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The United States Court of Appeals for the Federal Circuit affirmed in part and vacated in part the United States District Court for the Eastern District of Pennsylvania’s grant of summary judgment in a patent infringement suit filed by elcommerce against SAP AG and SAP America, Inc. (“SAP”). Elcommerce.com, slip op. at 1–3. The district court held that the method claims in elcommerce’s U.S. Patent No. 6,947,903 (“the ‘903 patent”) were not infringed and that the system claims were invalid for indefiniteness under 35 U.S.C. § 112. Id. at 3. The Federal Circuit affirmed the noninfringement holding but vacated the invalidity holding, id., stating that SAP had failed to meet its evidentiary burden because its indefiniteness argument was not supported by the testimony of “technical experts who meet the Daubert criteria,” id. at 29.

Bloomberg provides an overview of the case. PatentlyO features a thorough analysis of the decision.

(more…)

Posted On Mar - 2 - 2014 Comments Off READ FULL POST

By Corey Omer – Edited by Kim Meyer

Federal Communications Commission, Statement on Critical Information Needs Study (Feb. 28, 2014)
FCC Statement

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The Federal Communications Commission (“FCC”) has reversed course on a plan to ask media owners, news directors, and reporters invasive questions about editorial judgment and journalistic practices. A field study of the survey was scheduled to begin in South Carolina this spring, but on February 28, 2014, the agency issued a two-sentence statement laying the study to rest.

The Multi-Market Study of Critical Information Needs (“CIN Study”)—officially aimed at identifying “barriers that may prevent entrepreneurs and small business from competing in the media marketplace”—came under intense scrutiny from members of the news media and lawmakers after it was criticized by Republican FCC Commissioner Ajit Pai in a February 10, 2014 op-ed in The Wall Street Journal. Pai suggested that the impugned survey was an attempt by the agency to “thrust the federal government into newsrooms across the country,” “wade into office politics,” and “meddle[] in news coverage.”

Among others, the Wall Street Journal, AdWeek, and Fox News have all reported on the FCC’s recent decision to cancel the CIN Study. Fox News also suggested possible ties between the study and billionaire investor George Soros. (more…)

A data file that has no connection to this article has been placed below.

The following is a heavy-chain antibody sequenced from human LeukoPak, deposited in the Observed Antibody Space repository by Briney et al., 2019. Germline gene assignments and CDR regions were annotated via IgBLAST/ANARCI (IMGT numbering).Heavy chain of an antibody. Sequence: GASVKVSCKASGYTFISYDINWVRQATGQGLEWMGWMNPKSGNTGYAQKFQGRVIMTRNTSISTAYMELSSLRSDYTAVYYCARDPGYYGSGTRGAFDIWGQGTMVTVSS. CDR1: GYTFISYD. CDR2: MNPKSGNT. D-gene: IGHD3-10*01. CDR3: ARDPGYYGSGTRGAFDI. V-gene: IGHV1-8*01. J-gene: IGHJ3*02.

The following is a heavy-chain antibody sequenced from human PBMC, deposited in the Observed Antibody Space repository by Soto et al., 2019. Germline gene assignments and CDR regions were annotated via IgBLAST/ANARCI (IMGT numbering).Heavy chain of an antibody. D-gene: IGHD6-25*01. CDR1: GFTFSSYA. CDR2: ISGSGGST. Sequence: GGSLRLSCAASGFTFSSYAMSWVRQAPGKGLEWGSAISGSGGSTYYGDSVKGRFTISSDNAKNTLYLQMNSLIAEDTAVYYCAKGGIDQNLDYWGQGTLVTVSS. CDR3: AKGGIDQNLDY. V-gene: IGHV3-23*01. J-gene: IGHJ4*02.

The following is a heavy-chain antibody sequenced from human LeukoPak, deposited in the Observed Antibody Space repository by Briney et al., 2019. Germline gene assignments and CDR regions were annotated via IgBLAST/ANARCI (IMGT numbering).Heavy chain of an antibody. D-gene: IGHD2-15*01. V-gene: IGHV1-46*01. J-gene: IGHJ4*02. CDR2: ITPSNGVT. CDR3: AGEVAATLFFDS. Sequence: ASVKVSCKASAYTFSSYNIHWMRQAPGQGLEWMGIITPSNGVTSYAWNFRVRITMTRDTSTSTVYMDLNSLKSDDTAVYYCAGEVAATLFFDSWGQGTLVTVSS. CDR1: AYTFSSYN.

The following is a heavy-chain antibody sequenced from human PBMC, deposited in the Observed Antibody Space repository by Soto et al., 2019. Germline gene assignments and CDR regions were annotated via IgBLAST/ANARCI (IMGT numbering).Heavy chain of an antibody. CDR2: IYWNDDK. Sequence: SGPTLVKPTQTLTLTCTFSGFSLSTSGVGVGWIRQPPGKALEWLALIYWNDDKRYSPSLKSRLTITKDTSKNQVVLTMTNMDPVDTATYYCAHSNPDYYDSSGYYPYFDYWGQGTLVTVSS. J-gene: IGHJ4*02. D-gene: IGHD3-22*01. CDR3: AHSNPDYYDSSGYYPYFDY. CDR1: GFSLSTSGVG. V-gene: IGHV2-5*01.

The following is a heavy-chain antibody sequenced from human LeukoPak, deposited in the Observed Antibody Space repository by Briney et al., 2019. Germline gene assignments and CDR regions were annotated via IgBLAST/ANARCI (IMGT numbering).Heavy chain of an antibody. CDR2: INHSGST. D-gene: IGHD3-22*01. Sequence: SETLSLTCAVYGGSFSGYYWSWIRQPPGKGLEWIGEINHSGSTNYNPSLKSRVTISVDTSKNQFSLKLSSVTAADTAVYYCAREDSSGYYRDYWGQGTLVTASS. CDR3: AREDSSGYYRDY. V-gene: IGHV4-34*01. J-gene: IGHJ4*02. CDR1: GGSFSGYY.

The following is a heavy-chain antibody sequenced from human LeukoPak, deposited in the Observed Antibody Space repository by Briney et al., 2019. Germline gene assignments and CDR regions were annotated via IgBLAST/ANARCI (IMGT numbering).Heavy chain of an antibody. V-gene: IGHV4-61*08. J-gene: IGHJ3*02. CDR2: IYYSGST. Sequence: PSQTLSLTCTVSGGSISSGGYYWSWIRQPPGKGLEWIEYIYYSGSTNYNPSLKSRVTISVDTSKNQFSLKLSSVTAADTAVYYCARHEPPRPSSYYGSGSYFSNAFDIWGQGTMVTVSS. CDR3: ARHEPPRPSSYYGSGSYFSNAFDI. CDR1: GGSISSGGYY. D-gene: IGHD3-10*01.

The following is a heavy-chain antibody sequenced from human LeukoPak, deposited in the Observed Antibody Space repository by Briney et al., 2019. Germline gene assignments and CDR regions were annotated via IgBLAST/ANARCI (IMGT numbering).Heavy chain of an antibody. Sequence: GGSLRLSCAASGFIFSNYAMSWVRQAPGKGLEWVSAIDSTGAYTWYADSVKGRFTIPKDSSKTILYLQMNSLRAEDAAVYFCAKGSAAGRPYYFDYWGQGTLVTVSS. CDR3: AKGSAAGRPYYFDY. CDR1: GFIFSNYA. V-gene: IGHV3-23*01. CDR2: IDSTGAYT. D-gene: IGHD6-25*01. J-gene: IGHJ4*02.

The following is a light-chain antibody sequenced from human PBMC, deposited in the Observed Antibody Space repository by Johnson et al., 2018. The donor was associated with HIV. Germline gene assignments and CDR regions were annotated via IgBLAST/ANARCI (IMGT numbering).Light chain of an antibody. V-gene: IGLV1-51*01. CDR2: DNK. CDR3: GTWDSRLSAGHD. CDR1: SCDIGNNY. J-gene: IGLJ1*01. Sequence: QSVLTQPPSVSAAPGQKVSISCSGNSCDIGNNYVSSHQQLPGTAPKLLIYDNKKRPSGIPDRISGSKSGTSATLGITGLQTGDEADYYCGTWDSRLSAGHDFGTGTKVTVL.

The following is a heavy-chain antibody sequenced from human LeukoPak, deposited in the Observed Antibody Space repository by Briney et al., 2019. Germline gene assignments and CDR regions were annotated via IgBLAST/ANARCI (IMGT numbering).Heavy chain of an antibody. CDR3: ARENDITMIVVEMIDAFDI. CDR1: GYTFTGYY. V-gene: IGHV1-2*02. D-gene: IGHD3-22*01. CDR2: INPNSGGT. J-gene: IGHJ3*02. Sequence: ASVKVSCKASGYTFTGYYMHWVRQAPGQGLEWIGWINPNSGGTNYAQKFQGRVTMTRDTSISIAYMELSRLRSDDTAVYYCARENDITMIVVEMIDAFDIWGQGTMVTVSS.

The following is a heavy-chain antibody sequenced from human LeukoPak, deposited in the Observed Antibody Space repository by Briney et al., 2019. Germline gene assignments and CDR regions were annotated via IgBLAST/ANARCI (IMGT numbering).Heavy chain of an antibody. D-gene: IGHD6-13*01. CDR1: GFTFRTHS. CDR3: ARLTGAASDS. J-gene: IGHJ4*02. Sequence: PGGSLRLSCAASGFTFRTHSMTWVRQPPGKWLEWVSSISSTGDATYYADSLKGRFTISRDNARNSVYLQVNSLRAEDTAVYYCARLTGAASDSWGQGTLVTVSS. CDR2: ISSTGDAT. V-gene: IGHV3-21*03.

Posted On Mar - 1 - 2014 Comments Off READ FULL POST

By Mengyi Wang – Edited by Elise Young

Ring & Pinion Service Inc. v. ARB Corporation Ltd., No. 2013-1238 (Fed. Cir. Feb. 19, 2014)
Slip Opinion

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The United States Court of Appeals for the Federal Circuit reversed the United States District Court for the Western District of Washington’s grant of summary judgment, finding that Ring & Pinion Service Inc.’s (“R&P”) Ziplocker product did not infringe ARB Corporation Ltd.’s (“ARB”) U.S. Patent No. 5,591,098 (“the ’098 patent”). Ring & Pinion Service Inc., slip op. at 2.

In a unanimous opinion, the Federal Circuit agreed with the lower court that the foreseeability of a cylinder equivalent at the time the patent was filed did not limit the application of the doctrine of equivalents. The doctrine of equivalents accommodates future changes in technology, thus allowing for the continued relevance of a patent despite changes in language or concepts. At issue in this case was whether foreseeability at the time the patent was filed prevented the application of the doctrine of equivalents, and therefore might support a finding a non-infringement. In addition to finding that foreseeability did not limit the doctrine, the court determined that, the district court improperly applied the doctrine of claim vitiation in finding non-infringement. Id. at 8–9.

Patently-O summarizes the decision and comments on the underlying policy rationales. (more…)

Posted On Feb - 27 - 2014 Comments Off READ FULL POST

By Mark Verstraete – Edited by Michael Shammas

Photo By: Nate GriggCC BY 2.0

On February 12, 2014, Senators Rockefeller (D-WV) and Markey (D-MA) introduced a bill that would require data brokers—companies that collect and sell consumer information to third parties—to be more transparent about their practices. The Data Broker Accountability and Transparency Act, S. __, 113th Cong. (Feb. 12, 2014) (“DATA Act“), represents an attempt to empower consumers to regain some control over their personal information.

In reality, the transparency and control offered by the DATA Act is limited. (more…)

Posted On Feb - 27 - 2014 Comments Off READ FULL POST